Pittman lost his own patience on Friday, so much so that he was assessed a pair of technical fouls and won’t be able to coach Saturday’s game against Guerin Prep. Knights assistant coach Wally Ottenhoff also received a “T” in Christian’s rematch with IC.
  What set the two men off? Well, a 26-8 differential in foul calls certainly didn’t put either Pittman or Ottenhoff in a good frame of mind. IC found itself in the double bonus with three minutes left in the first half, while being guilty of just two fouls of its own over those first 13 minutes.
  “I’m not saying we didn’t commit any fouls,” Pittman said. “But in no way, shape or form were we the more aggressive team.”
  Despite the apparent uphill climb, Christian (6-9, 0-4) trailed by only four at halftime. Still, Pittman found that circumstance frustrating.
  “We outplayed them the whole first half,” he said of IC. “Playing as well as we did, I think [our athletes] were a little deflated going into the locker room. I think the kids were wondering what they had to do [to catch a break].”
  The score remained close into the fourth quarter, but IC’s seven-point edge soon grew significantly, thanks to a series of free throws. What finally made Pittman — who had only been assessed three technical fouls in 19 years of coaching prior to Friday night — blow his cool was when Wright was charged with an offensive foul while stationed right in front of the Knights’ bench.
  According to Pittman, Wright’s pushing away of an IC defender’s arm came only after the latter had made contact with Wright’s face while guarding the Christian player.
  “There was clear contact, and at that point I was beside myself,” Pittman said. “I had just had enough. If the coaches didn’t get a technical foul there, Blaine would have because he was livid. It was a time I felt I had to step up and protect our players.”
  While Pittman was understandably irate, he later regretted “it got down to that level” and apologized to his players because “that doesn’t excuse what I did.”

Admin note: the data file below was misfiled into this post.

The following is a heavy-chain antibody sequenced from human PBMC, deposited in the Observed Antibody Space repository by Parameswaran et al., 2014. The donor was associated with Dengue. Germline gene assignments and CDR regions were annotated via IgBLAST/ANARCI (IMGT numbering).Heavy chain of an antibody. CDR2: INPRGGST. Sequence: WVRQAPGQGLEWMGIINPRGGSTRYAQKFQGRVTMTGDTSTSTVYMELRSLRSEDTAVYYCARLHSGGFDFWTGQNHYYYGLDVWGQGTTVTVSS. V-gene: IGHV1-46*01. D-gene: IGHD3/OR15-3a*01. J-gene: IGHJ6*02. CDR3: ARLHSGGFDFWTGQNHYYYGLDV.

With the charity tosses aiding it, IC ran away from the Knights in the fourth period by outscoring them 25-8. IC had beaten Christian by 17 points back on Dec. 13.
  Wright had 11 points, eight rebounds and three assists for the Knights, while Wolterink contributed eight points and seven boards.
Shepard 49
Bremen 31
  Playing what Chiuccariello deemed “our best defensive game of the season” on Friday night was enough for the Astros to roll over the Braves in a South Suburban Conference crossover game in Palos Heights.
  Knowing his squad enjoyed an overall size advantage against Bremen, Chiuccariello desired to exploit that asset as much as possible.
  “We wanted to make them play a half-court game,” he said. “They have a small team with quick guards, so we did not want a transition game.”
  A 9-7 first period favoring Shepard (6-8, 3-2) proved that the Astros were doing what their leader wanted. The hosts were up by eight (33-25) after three stanzas, then gradually increased their lead in the early stages of the final quarter by scoring a few times at the end of long possessions.
  Buckets by Malik Smith and Littleton were part of the clinching surge, as were a couple of free throws.
  “Everything was being passed around and going inside,” Chiuccariello said. “We got to be patient and were taking what the defense gave us. Offensively, we were sloppy at times [earlier], but we played really hard.”
  Littleton dropped in 26 points to pace the Astros, while Cohen chipped in 10 points and seven rebounds. Nick Heidinger and Zack Haxel collected 15 more boards for Shepard, which posted a 35-24 advantage on the glass.
  Chiuccariello would have preferred something better than a 32 percent success rate from his squad shooting-wise, but that wasn’t a problem here. The Astros held the Braves to a field-goal percentage of just 27 while forcing 15 turnovers.
  “If we can play defense like this all the time, we’re going to be successful,” said Chiuccariello, whose team was scheduled to face TF South and TF North this week. Shepard hosts the Meteors on Friday.

Statistics

Shepard 13 10 9 14 - 46
Chgo. Christian 11 13 12 14 - 50

Shepard Scoring: Littleton 19, Cohen 9, Haxel 7, Gorski 6, Heidinger 3, Smith 2. Rebounds: Heidinger 5. Assists: Cohen 4. Steals: Cohen 3.

Chicago Christian Scoring: Wright 19, Spencer 10, Wolterink 10, Leo 6, Fitzpatrick 5. Rebounds: Fitzpatrick 7, Wolterink 6, Wright 6. Assists: Fitzpatrick 3, Wolterink 3, Wright 3.